The roux helps to thicken the gravy and gives it a rich, nutty flavor. It also helps to prevent lumps from forming when you add the pork drippings and chicken broth later on. It’s important to cook the roux for at least a minute or two to remove the raw flour taste.
When making the roux, it’s important to use equal parts of butter and flour. This creates a balanced mixture that will thicken your gravy without making it too heavy or starchy. You can adjust the amount of roux you make depending on how much gravy you need.
Once your roux is ready, you can move on to adding the pork drippings and chicken broth to create a delicious gravy that will elevate any pork roast dish.
Adding The Juices And Seasonings
When adding the pork drippings to the roux in Step 3, you can also include some additional seasonings and spices to enhance the flavor of your gravy. For example, adding a pinch of thyme or rosemary can add a savory note to your gravy. You can also add some minced garlic or shallots for a more complex flavor profile.
If you prefer a slightly sweet gravy, consider adding a touch of maple syrup or honey. Alternatively, if you want a bit of heat, you can add some cayenne pepper or red pepper flakes.
It’s important to note that when adding spices and seasonings to your gravy, it’s best to start with small amounts and taste as you go. This will allow you to adjust the flavors and make sure they complement the pork roast without overpowering it.
Cooking And Thickening The Gravy
Cooking and thickening the gravy is an essential step in making a delicious pork roast gravy. There are a few different methods you can use to thicken your gravy, including using flour, cornstarch, or a roux.
If you prefer to use flour, start by making a slurry by whisking together 2 tablespoons of flour with cold water until it forms a smooth paste. Slowly and gradually whisk the slurry into the gravy, a little at a time until it begins to thicken. Allow the gravy to simmer for a minute or two before adding more. Stop once the gravy is thick enough for your taste.
Cornstarch is another popular option for thickening gravy. To use cornstarch, start by making a slurry of 1 tablespoon of cornstarch and 1-2 tablespoons of cold water. Heat a cup of broth until it reaches a simmer, then slowly pour in the slurry while whisking continuously to prevent any lumps. Continue simmering the broth until it thickens and the cloudy appearance clears up—about two minutes. If the gravy is too thin, make a second slurry of cornstarch and repeat the process above.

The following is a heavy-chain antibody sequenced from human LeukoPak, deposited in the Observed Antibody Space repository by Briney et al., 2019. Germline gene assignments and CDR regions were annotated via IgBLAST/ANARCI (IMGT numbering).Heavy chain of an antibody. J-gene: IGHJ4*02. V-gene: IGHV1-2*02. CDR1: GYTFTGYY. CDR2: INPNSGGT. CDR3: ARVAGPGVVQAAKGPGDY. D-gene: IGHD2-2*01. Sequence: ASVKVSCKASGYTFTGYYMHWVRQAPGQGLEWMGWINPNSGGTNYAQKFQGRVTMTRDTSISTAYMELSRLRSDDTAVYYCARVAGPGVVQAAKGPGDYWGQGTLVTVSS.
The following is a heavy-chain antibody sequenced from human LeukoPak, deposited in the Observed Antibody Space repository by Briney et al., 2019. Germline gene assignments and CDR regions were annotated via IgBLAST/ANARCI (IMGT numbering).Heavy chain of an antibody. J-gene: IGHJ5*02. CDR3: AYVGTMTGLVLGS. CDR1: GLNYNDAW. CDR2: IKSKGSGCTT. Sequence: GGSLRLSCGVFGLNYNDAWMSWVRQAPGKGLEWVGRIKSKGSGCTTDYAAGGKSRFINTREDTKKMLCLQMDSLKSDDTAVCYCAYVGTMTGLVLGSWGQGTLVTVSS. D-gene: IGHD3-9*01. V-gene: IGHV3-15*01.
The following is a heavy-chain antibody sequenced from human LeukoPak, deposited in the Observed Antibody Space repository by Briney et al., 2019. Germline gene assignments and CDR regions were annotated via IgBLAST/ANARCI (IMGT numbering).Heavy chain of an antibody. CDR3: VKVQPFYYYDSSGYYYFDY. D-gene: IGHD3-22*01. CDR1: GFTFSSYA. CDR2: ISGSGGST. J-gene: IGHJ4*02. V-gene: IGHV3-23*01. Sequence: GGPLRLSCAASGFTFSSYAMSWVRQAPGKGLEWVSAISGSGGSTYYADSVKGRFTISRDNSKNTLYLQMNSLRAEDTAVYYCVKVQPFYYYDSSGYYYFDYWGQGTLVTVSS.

You can also make a roux by melting butter in a saucepan over medium heat and adding an equal amount of flour. Whisk until combined and let the mixture cook for a minute or two until it turns a light brown color. Slowly pour in the pork drippings and chicken broth, whisking constantly to prevent lumps from forming. Bring the mixture to a simmer and let it cook for 4-5 minutes, stirring occasionally, until it thickens to your desired consistency.
No matter which method you choose, be sure to taste your gravy and season with salt and pepper as needed before serving hot over your sliced pork roast.
Serving And Storing The Gravy
After making your delicious gravy, it’s important to know how to store and serve it properly. Gravy can be a high-risk food if not handled correctly, so it’s crucial to follow the proper guidelines to prevent the growth of harmful bacteria.
To store leftover gravy, refrigerate it in an airtight container promptly and use it within two days. If you plan on keeping the gravy for longer than two days, you can freeze it in manageable portions. A flour-based gravy can keep for up to three months in the freezer, but cream or milk-based gravies do not freeze well as they tend to separate during the thawing process.
If you need to keep your gravy hot for an extended period, consider using an insulated carafe or thermos. However, it’s difficult to determine exactly how long the gravy will stay hot, as it can vary based on the brand of carafe and how full it is.
When reheating leftover gravy, make sure to bring it to a boil on the stove before serving. It’s also essential to keep hot foods hot (140 degrees F or hotter) and cold foods cold (40 degrees F or less). After serving the gravy, place any leftovers in the refrigerator within two hours to prevent bacterial growth. Keep the gravy (and leftovers covered in gravy) in the refrigerator for no longer than three to four days, or freeze them for up to six months.
Remember that food safety is crucial when handling high-risk foods like gravy. Always follow proper guidelines and precautions to ensure that your gravy is safe and delicious for everyone to enjoy.